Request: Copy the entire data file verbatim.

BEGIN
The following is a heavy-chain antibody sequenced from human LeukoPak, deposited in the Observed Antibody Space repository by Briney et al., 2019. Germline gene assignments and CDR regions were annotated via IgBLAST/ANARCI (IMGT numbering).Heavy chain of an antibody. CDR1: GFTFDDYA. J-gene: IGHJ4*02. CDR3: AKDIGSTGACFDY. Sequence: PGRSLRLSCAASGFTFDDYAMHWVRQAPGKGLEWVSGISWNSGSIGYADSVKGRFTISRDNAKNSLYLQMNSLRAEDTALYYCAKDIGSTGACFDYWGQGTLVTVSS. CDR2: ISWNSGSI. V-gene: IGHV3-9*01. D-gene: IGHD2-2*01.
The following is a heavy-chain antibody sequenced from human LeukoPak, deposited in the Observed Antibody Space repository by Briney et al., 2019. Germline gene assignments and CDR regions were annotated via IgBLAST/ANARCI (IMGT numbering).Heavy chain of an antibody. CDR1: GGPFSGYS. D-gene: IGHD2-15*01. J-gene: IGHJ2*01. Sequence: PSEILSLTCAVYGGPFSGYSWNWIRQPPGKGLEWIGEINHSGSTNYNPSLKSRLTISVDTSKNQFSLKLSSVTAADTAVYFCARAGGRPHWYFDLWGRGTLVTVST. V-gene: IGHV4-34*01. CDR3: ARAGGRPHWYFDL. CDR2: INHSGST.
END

The following is a heavy-chain antibody sequenced from human LeukoPak, deposited in the Observed Antibody Space repository by Briney et al., 2019. Germline gene assignments and CDR regions were annotated via IgBLAST/ANARCI (IMGT numbering).Heavy chain of an antibody. CDR1: GFTFDDYA. J-gene: IGHJ4*02. CDR3: AKDIGSTGACFDY. Sequence: PGRSLRLSCAASGFTFDDYAMHWVRQAPGKGLEWVSGISWNSGSIGYADSVKGRFTISRDNAKNSLYLQMNSLRAEDTALYYCAKDIGSTGACFDYWGQGTLVTVSS. CDR2: ISWNSGSI. V-gene: IGHV3-9*01. D-gene: IGHD2-2*01.
The following is a heavy-chain antibody sequenced from human LeukoPak, deposited in the Observed Antibody Space repository by Briney et al., 2019. Germline gene assignments and CDR regions were annotated via IgBLAST/ANARCI (IMGT numbering).Heavy chain of an antibody. CDR1: GGPFSGYS. D-gene: IGHD2-15*01. J-gene: IGHJ2*01. Sequence: PSEILSLTCAVYGGPFSGYSWNWIRQPPGKGLEWIGEINHSGSTNYNPSLKSRLTISVDTSKNQFSLKLSSVTAADTAVYFCARAGGRPHWYFDLWGRGTLVTVST. V-gene: IGHV4-34*01. CDR3: ARAGGRPHWYFDL. CDR2: INHSGST.